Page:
Through the years, the printed wiring board industry has had to evolve in both materials and processes to meet the needs of the world’s electronic challenges. At first the laminate resin systems were inadequate to survive thru multiple thermal excursions of double-sided assembly and rework processes, then the need to meet the high speed signal integrity requirements were needed and now because of the environmentally friendly initiatives of RoHS have again asked the industry to step it up.
Currently most printed wiring boards can meet RoHS (Restriction of Hazardous Materials) directive requirements as long as the boards’ surface finish does not contain lead. Most if not all laminate manufacturers have already removed or reduced mercury, cadmium, hexavalent chromium, polybrominated biphenyls and polybrominated diphenyl ether levels to meet the directive. The challenge has been how to reliably attach components to the PWB without the use of lead, which have higher temperature and longer oven dwell times due to lead free metals being used. For this you need to look at the laminate materials Td rating (Time to Decomposition).
That’s right, even though material Tg has been the main focus of a laminates ability to survive temperature for years, it is not as important as the material’s Td.
Td is the measure of how long a material can handle the higher temperatures of the assembly process. Materials are more thermally resistant as evidenced by their higher Td rating and their ability to achieve a T260 or T288. A T260/288 (Time to Delamination) is the amount of time the material can withstand exposure to 260 / 288°C.
However, if you have a low cost double sided board that requires the use of lead free solder, it may not necessarily mean that you need the higher Tg/Td laminate. Talk to your assembler; you may be spending more than you need to on raw material costs, and being that laminate costs are the single highest material cost of the printed wiring board, it may be worth running some tests by subjecting boards to multiple Pb free reflow cycles to verify it’s resistance to delamination and blistering.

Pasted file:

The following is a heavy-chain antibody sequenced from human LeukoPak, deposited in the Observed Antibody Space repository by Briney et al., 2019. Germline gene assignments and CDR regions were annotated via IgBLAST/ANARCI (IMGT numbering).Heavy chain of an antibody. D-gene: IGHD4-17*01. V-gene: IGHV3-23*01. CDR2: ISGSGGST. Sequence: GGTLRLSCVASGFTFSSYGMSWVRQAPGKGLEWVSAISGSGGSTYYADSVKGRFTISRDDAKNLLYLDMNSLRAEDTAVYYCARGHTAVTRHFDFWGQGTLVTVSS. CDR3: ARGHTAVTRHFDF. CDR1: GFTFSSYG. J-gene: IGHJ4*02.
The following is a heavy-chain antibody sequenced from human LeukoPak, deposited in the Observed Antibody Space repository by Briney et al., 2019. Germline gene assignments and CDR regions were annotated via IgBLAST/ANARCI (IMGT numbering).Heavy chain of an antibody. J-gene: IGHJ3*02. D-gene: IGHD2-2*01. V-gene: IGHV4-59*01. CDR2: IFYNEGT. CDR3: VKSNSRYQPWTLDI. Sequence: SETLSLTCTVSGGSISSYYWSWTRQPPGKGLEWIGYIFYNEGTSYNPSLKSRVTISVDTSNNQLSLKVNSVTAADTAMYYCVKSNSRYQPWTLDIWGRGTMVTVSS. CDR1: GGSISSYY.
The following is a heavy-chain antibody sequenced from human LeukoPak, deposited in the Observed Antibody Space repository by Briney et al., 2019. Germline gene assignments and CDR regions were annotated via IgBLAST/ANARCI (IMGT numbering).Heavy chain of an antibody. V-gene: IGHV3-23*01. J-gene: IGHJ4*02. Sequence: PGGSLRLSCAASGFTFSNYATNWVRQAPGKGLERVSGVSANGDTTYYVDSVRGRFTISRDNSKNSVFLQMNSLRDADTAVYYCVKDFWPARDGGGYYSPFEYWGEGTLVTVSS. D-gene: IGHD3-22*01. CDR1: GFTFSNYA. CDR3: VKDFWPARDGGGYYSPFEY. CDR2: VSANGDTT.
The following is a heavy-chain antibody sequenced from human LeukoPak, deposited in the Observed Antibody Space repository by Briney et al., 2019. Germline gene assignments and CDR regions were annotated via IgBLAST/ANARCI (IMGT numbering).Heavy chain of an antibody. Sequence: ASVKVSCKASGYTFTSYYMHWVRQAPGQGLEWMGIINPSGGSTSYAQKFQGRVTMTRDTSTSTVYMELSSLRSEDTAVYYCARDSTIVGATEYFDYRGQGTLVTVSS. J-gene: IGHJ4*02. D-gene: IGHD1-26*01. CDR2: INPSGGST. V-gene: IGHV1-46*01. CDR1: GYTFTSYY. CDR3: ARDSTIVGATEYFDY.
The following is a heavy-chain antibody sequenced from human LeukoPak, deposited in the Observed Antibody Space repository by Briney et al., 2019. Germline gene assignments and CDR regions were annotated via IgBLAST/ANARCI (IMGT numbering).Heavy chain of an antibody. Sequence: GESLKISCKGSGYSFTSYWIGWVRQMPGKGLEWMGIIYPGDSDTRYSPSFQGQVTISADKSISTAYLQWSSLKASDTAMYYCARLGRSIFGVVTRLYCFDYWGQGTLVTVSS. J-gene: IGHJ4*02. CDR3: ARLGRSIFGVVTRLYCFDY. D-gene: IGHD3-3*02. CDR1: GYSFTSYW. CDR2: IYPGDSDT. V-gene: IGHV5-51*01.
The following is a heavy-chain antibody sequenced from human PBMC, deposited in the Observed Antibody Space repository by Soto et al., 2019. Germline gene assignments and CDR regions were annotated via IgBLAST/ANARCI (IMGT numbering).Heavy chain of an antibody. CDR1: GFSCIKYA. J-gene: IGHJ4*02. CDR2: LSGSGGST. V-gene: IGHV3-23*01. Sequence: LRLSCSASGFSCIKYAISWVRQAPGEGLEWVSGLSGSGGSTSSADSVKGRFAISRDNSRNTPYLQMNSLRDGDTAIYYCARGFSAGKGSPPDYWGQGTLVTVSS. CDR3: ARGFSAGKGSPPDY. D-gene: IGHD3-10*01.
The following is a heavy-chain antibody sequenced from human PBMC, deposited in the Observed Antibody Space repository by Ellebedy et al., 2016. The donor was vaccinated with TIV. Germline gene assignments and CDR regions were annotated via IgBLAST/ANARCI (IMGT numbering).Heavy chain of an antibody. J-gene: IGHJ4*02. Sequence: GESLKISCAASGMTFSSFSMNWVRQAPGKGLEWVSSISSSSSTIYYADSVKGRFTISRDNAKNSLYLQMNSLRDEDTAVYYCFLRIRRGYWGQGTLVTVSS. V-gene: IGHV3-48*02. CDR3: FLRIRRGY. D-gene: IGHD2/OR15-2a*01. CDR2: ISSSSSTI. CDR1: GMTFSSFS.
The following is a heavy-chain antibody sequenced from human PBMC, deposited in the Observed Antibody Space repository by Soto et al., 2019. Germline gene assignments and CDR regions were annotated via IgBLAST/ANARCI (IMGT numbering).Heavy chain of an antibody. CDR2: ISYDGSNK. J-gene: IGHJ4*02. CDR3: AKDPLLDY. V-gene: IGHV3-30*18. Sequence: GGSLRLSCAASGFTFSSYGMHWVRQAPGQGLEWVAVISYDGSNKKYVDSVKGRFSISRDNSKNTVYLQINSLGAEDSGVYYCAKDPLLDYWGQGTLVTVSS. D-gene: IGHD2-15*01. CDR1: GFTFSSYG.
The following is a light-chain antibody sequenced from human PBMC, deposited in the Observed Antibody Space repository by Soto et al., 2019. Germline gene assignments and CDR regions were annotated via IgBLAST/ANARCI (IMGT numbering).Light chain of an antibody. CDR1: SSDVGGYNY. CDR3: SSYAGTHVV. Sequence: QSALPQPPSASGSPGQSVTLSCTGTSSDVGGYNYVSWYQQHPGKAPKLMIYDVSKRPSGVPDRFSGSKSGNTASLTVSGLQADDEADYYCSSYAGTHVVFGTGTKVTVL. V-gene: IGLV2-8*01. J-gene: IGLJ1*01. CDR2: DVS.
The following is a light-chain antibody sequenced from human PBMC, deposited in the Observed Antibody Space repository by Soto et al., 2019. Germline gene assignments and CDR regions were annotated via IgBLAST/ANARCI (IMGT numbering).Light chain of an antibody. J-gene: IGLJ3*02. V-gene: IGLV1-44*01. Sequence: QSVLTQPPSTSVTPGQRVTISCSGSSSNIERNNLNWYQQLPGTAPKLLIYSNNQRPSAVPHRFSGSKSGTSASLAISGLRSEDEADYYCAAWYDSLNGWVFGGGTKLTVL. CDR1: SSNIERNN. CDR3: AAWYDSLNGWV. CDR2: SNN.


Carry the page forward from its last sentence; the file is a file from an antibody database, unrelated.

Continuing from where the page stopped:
It is true that lead free solder does require higher reflow temperatures and longer dwell times but if the overall density of board is low, it will reflow faster because the entire structure heats up faster and does not require as long of a time in the assembly ovens to get up to the necessary reflow temperature to make a good solder joint, the lower Tg/Td material can reliably withstand the assembly process. Keep in mind that even standard 130dC Tg laminates made today are superior materials that meet RoHS requirements and work well for many different applications and in many cases can take a the thermal excursion of lead free assembly.
On the other hand if you have an expensive multilayer board that has a lot of copper planes, high density, it takes the structure much longer to heat up in order to reflow all the solder joints, in this case you need the extra assurance of high Td rated laminate systems.
Bob Neisius – Quality Manager, PCB Solutions